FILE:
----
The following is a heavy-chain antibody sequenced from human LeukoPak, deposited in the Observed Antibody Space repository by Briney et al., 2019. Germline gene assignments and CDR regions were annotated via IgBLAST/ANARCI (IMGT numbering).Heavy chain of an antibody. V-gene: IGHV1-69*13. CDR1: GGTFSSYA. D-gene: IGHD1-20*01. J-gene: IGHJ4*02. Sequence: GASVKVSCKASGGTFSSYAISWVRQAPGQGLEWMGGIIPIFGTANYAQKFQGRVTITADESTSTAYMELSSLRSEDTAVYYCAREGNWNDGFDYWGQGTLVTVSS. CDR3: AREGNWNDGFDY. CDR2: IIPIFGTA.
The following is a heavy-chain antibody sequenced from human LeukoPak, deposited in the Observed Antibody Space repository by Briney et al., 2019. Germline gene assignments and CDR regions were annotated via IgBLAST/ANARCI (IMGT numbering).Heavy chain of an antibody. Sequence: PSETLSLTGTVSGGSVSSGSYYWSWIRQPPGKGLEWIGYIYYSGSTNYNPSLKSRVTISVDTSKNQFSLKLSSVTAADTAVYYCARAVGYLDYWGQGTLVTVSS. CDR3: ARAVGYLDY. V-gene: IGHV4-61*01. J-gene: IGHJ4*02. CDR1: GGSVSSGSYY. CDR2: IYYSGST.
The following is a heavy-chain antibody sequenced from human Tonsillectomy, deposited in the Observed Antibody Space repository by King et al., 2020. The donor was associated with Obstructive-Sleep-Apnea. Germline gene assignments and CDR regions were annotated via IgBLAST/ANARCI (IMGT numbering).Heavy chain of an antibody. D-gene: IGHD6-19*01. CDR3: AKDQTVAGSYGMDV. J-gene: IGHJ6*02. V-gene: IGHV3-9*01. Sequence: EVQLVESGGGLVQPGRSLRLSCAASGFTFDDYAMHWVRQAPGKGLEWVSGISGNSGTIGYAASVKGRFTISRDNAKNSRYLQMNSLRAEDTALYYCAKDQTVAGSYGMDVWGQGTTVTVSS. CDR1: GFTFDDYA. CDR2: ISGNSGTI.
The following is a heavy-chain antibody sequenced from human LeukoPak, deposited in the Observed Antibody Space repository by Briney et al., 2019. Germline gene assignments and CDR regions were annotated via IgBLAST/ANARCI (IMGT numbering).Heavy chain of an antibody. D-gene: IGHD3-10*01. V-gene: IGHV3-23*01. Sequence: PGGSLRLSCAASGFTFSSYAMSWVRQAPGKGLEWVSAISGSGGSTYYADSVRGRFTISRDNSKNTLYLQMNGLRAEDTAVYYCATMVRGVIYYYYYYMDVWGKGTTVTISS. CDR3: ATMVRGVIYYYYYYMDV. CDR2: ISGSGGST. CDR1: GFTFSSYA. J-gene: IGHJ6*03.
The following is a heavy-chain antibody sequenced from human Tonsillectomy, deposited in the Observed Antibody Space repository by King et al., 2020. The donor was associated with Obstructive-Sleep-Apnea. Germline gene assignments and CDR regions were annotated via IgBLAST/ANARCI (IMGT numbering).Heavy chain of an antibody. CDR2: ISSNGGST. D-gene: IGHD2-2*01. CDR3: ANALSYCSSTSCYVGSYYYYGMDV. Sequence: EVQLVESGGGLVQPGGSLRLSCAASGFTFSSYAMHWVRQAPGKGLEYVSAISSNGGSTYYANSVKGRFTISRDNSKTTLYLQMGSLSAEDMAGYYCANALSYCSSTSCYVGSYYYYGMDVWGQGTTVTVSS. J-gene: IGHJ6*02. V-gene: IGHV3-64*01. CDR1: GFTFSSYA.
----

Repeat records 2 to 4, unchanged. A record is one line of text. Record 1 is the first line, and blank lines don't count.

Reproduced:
The following is a heavy-chain antibody sequenced from human LeukoPak, deposited in the Observed Antibody Space repository by Briney et al., 2019. Germline gene assignments and CDR regions were annotated via IgBLAST/ANARCI (IMGT numbering).Heavy chain of an antibody. Sequence: PSETLSLTGTVSGGSVSSGSYYWSWIRQPPGKGLEWIGYIYYSGSTNYNPSLKSRVTISVDTSKNQFSLKLSSVTAADTAVYYCARAVGYLDYWGQGTLVTVSS. CDR3: ARAVGYLDY. V-gene: IGHV4-61*01. J-gene: IGHJ4*02. CDR1: GGSVSSGSYY. CDR2: IYYSGST.
The following is a heavy-chain antibody sequenced from human Tonsillectomy, deposited in the Observed Antibody Space repository by King et al., 2020. The donor was associated with Obstructive-Sleep-Apnea. Germline gene assignments and CDR regions were annotated via IgBLAST/ANARCI (IMGT numbering).Heavy chain of an antibody. D-gene: IGHD6-19*01. CDR3: AKDQTVAGSYGMDV. J-gene: IGHJ6*02. V-gene: IGHV3-9*01. Sequence: EVQLVESGGGLVQPGRSLRLSCAASGFTFDDYAMHWVRQAPGKGLEWVSGISGNSGTIGYAASVKGRFTISRDNAKNSRYLQMNSLRAEDTALYYCAKDQTVAGSYGMDVWGQGTTVTVSS. CDR1: GFTFDDYA. CDR2: ISGNSGTI.
The following is a heavy-chain antibody sequenced from human LeukoPak, deposited in the Observed Antibody Space repository by Briney et al., 2019. Germline gene assignments and CDR regions were annotated via IgBLAST/ANARCI (IMGT numbering).Heavy chain of an antibody. D-gene: IGHD3-10*01. V-gene: IGHV3-23*01. Sequence: PGGSLRLSCAASGFTFSSYAMSWVRQAPGKGLEWVSAISGSGGSTYYADSVRGRFTISRDNSKNTLYLQMNGLRAEDTAVYYCATMVRGVIYYYYYYMDVWGKGTTVTISS. CDR3: ATMVRGVIYYYYYYMDV. CDR2: ISGSGGST. CDR1: GFTFSSYA. J-gene: IGHJ6*03.